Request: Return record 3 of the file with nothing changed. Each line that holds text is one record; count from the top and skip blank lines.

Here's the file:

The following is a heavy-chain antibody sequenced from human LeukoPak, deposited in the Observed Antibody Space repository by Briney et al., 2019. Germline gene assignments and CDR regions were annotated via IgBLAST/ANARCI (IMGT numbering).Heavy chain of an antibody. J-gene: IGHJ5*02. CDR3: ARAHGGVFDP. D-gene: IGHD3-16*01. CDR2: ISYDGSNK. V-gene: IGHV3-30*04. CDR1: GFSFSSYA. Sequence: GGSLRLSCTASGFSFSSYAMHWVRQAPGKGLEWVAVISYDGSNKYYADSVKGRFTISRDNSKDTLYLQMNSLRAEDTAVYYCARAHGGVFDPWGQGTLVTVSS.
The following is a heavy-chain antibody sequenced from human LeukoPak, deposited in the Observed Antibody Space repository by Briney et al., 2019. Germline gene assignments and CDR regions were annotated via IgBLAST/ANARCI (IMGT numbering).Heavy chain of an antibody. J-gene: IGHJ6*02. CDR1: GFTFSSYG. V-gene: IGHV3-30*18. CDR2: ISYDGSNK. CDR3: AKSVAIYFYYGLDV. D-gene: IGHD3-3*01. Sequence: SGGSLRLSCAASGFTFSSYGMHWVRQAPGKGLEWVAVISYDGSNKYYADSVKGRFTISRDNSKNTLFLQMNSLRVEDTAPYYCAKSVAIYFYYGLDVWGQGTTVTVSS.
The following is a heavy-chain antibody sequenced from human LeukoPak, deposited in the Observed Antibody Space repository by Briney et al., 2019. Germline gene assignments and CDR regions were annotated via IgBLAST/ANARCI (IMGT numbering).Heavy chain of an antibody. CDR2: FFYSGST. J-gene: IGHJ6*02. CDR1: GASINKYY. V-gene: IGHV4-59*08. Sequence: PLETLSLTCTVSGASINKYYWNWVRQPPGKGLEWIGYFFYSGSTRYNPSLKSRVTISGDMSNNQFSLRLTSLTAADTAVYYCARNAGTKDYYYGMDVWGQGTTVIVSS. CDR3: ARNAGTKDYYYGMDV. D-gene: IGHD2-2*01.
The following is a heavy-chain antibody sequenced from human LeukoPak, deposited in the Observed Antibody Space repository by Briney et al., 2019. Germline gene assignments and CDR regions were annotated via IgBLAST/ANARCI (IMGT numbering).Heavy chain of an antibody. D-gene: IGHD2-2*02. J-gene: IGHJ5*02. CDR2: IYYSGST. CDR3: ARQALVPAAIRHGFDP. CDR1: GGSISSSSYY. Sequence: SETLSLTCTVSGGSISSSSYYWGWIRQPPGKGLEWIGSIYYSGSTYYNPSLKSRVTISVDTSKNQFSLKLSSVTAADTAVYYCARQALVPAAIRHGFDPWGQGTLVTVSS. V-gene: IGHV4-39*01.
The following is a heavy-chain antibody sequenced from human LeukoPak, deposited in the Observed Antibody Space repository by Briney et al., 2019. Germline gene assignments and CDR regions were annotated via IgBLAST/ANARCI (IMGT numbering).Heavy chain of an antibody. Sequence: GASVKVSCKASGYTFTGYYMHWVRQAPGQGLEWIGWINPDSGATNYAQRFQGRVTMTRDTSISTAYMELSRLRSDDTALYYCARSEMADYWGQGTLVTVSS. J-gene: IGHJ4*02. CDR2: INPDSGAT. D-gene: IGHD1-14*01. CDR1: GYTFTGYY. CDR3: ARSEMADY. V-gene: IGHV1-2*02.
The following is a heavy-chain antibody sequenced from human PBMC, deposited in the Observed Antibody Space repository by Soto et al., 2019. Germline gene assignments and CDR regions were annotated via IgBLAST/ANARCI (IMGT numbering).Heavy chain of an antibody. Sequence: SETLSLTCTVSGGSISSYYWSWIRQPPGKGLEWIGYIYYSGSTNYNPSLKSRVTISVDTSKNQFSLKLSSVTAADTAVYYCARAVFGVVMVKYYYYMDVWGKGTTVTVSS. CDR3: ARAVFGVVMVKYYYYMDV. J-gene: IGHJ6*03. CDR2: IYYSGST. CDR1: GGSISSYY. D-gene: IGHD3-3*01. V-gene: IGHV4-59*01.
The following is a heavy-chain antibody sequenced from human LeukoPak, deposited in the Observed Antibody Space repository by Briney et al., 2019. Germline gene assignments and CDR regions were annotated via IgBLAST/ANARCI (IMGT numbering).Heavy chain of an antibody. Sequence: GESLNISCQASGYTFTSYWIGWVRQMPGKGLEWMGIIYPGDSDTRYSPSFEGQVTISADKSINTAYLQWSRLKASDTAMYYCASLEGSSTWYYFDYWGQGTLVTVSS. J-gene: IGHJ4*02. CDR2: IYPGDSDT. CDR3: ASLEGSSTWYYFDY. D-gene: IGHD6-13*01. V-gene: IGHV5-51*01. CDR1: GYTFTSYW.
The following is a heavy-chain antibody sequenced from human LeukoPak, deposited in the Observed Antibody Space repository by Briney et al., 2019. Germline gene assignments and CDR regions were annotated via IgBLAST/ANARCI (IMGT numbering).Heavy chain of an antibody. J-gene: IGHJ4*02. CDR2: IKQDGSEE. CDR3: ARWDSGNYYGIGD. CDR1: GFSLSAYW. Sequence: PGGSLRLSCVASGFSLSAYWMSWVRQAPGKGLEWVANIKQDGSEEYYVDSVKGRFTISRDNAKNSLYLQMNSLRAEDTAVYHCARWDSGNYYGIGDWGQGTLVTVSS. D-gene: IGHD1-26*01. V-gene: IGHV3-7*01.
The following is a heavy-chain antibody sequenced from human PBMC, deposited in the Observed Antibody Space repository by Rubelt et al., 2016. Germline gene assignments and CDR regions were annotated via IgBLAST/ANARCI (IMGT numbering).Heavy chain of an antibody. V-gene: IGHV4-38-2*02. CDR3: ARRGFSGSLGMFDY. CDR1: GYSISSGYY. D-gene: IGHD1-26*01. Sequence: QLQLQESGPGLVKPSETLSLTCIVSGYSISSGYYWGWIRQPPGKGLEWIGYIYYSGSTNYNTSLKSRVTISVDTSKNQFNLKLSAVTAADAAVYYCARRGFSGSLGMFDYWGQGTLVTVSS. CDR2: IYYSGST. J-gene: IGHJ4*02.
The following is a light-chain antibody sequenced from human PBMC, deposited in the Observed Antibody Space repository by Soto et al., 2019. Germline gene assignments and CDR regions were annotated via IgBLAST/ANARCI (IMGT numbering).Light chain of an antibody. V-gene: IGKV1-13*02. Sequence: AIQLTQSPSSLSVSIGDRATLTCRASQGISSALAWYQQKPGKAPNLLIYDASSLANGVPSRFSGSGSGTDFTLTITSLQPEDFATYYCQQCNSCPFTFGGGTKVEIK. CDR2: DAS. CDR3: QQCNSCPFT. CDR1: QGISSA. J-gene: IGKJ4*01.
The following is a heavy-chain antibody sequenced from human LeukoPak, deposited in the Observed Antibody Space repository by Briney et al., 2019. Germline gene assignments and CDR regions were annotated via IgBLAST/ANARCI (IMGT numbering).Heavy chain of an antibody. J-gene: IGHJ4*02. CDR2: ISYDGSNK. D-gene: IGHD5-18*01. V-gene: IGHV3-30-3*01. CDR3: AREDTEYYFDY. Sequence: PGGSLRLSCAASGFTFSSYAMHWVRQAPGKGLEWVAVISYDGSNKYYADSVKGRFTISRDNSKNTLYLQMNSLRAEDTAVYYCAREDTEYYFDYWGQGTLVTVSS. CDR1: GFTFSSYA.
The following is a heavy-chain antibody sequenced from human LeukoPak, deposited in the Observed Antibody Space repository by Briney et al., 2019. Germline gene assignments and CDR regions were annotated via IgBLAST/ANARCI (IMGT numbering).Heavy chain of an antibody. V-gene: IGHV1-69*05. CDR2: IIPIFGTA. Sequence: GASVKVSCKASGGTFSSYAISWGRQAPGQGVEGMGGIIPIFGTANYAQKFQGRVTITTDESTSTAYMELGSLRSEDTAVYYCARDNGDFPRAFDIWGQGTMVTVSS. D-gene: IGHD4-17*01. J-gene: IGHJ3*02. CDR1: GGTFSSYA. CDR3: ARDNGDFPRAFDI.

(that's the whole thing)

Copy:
The following is a heavy-chain antibody sequenced from human LeukoPak, deposited in the Observed Antibody Space repository by Briney et al., 2019. Germline gene assignments and CDR regions were annotated via IgBLAST/ANARCI (IMGT numbering).Heavy chain of an antibody. CDR2: FFYSGST. J-gene: IGHJ6*02. CDR1: GASINKYY. V-gene: IGHV4-59*08. Sequence: PLETLSLTCTVSGASINKYYWNWVRQPPGKGLEWIGYFFYSGSTRYNPSLKSRVTISGDMSNNQFSLRLTSLTAADTAVYYCARNAGTKDYYYGMDVWGQGTTVIVSS. CDR3: ARNAGTKDYYYGMDV. D-gene: IGHD2-2*01.